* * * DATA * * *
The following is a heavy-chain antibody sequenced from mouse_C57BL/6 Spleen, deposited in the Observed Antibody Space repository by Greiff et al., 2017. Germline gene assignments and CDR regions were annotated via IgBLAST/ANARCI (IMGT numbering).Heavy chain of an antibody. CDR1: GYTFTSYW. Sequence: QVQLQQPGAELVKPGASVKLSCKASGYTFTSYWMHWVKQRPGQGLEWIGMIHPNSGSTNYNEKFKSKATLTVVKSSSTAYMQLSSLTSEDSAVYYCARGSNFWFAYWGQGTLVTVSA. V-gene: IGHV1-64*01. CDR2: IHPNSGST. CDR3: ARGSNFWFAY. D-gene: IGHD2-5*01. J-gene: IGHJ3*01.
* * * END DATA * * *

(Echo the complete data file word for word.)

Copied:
The following is a heavy-chain antibody sequenced from mouse_C57BL/6 Spleen, deposited in the Observed Antibody Space repository by Greiff et al., 2017. Germline gene assignments and CDR regions were annotated via IgBLAST/ANARCI (IMGT numbering).Heavy chain of an antibody. CDR1: GYTFTSYW. Sequence: QVQLQQPGAELVKPGASVKLSCKASGYTFTSYWMHWVKQRPGQGLEWIGMIHPNSGSTNYNEKFKSKATLTVVKSSSTAYMQLSSLTSEDSAVYYCARGSNFWFAYWGQGTLVTVSA. V-gene: IGHV1-64*01. CDR2: IHPNSGST. CDR3: ARGSNFWFAY. D-gene: IGHD2-5*01. J-gene: IGHJ3*01.